Hi guys..
I need advice on writing function in a multi-threaded envionment

Lets say I have a function which squares an integer.

int Square(int num)
    // May do other things which might take long time to complete.
    return num*num;

This function is called in threads eg ThreadA and ThreadB and sometimes, ThreadA and ThreadB may call Square function at the same time.
My concern is how do I ensure that when both threads call Square function at the same time, Square function functions correctly.

Btw, I'm using C++/CLI.

Please advice. Thanks.

5 Years
Discussion Span
Last Post by rubberman

If you do not modify and read a data from memory or hard disk, then you don't need to worry about thread safety, I think. The race condition or concurrent access/modify is important when you have a shared data between threads, in this function you do not have. You are doing only computation.

If you need to modify and access a shared data concurrently with multiple threads then you need a lock mechanism. This feature comes out of the box with thread safe modules or you can implement it on your own. You can search the internet.


Unless square is modifying a global variable, you don't really have to worry about such issues. But as a general answer, you can use locks to ensure that only one thread executes a function at a time.


If you make functions that are re-entrant (or almost pure-functional) then you don't have to worry about anything. The main characteristic of a re-entrant function is that it has no dependence whatsoever on data from outside the function (excluding the input variables of course, and read-only access to global (quasi-)constants), and has no side-effects (it generates some outputs from the given input variables, and that's it, it doesn't modify any global variables or anything of the sort). In this case, once the function is provided with its input variables, it can, by definition, operate from start to finish without affecting anything else in the application or without being affected by any changes in the application's state. This implies that you don't have to worry one bit about using this function in a multi-threaded environment.

The fact that two or more threads are executing the same function at the same time makes no difference, each thread has its own execution stack for the function, and thus, each execution is entirely separate from one another.

What you have to worry about is SHARED DATA.

This innocent-looking function that caches the fibonacci sequence is a typical example of a hidden side-effect:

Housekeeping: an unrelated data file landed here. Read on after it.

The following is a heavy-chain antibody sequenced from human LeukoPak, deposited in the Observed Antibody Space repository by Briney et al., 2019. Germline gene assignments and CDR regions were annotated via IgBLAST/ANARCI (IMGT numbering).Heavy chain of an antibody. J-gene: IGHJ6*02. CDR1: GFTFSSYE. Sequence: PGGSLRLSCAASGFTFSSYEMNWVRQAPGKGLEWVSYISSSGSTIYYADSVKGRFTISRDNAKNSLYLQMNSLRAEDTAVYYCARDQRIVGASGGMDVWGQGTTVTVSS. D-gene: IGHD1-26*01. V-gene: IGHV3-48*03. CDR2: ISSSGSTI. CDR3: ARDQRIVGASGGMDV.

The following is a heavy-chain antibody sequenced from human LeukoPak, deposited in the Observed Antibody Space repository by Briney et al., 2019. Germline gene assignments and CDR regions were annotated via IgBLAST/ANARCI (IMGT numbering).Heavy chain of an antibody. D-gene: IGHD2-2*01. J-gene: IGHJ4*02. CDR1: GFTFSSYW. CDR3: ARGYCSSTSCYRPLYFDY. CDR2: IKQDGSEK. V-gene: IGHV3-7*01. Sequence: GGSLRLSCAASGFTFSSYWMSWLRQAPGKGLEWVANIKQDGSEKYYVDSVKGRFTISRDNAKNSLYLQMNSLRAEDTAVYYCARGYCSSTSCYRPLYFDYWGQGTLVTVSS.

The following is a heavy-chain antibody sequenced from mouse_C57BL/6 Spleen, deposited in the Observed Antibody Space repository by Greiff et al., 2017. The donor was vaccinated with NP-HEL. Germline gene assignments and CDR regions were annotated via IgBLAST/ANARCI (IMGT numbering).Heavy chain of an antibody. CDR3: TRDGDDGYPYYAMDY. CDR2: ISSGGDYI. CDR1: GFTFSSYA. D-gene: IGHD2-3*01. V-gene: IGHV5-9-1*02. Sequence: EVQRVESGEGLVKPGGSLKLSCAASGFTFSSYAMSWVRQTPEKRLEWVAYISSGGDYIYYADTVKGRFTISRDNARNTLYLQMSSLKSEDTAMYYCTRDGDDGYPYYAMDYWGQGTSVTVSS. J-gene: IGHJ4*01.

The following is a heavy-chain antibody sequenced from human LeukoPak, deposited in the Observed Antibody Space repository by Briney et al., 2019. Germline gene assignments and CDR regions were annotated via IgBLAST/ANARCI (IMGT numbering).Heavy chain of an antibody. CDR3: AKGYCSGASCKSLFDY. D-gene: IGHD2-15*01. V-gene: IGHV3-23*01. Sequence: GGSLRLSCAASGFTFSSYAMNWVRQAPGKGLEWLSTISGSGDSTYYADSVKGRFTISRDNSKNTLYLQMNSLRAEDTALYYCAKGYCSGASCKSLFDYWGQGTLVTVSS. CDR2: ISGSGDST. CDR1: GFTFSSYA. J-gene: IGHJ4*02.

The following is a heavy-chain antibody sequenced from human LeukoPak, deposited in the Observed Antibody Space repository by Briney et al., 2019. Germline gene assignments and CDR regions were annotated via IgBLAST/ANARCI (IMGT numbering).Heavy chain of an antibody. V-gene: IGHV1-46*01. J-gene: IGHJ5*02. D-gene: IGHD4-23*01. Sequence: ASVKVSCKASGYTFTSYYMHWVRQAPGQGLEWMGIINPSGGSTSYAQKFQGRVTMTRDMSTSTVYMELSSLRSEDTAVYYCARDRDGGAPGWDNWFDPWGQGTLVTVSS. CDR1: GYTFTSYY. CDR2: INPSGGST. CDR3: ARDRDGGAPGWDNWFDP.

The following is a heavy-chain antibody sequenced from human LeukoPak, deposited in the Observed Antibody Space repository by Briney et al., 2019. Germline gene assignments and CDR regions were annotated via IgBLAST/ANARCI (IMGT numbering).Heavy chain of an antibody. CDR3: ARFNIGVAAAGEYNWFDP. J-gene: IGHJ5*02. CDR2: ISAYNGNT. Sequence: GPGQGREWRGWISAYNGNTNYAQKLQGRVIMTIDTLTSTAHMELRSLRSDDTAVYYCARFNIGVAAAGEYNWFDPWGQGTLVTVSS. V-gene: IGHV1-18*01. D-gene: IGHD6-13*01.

int GetFibonacciNumber(int i) {
  static std::vector<int> seq{1,1};
  while(seq.size() < i)
    seq.push_back(*(seq.rbegin()) + *(++seq.rbegin()));
  return seq[i];

Here, the fibonacci sequence is being cached in a static vector which is unique for all instances of the function and is thus a data element that is shared between threads that are executing this function. If you happen to be unlucky enough that two threads execute this function at the same time and that both start adding elements to the sequence at the same time, you can certainly get a very corrupt fibonacci sequence. Because most of the time this won't happen, this is an example of a silent bug because it can go unnoticed for a long time, and eventually cause sporadic and extremely weird effects or crashes. This is typical of bugs that are related to concurrent and unprotected access to data that is shared between threads.

Any data that is global, or shared between more than one thread of execution is susceptible of being accessed simultaneously by multiple threads. That can quickly become a huge issue. The basic solution is to protect all the data accesses with mutexes (short for "mutual exclusions") which are a safe mechanism to stop (or lock) all other threads from accessing certain data (or doing certain operations) when one thread is accessing the data (and thus the name "mutual exclusion"). Of course, that's far from being all there is to it because there are many things to worry about like the performance problems occurring too much access to shared data is required and all the threads end up spending way too much time just waiting for one another. Then, you have race conditions (weird interactions between threads via the shared data) and dead-locks (when two or more threads are waiting for each other and are thus dead-locked). Of course, to solve these problems there are many different techniques that are much more fancy than simple mutexes (like spin-locks, atomics, critical sections, non-blocking algorithms, etc., in addition to a number of OS-specific features for concurrent programming, like programmable interrupts).

Ideally, of course, you want to avoid having to worry about any of this, and the best way to minimize the need to be concerned with concurrent access of shared data is to minimize the amount of shared data (or minimize the amount of threads, but that often defeats the purpose of your software). And this is something to always keep in mind when creating software designs, minimizing data interdependence between components (which is a good guideline whether working on a multi-threaded program or not).


To make this simple, if you don't read/modify a global or local static variable, then you can have as many instances of your function running as you want. All non-static local data, including the incoming argument, are stack-based, and each thread is running with its own stack. So, in effect, your example is "thread safe".

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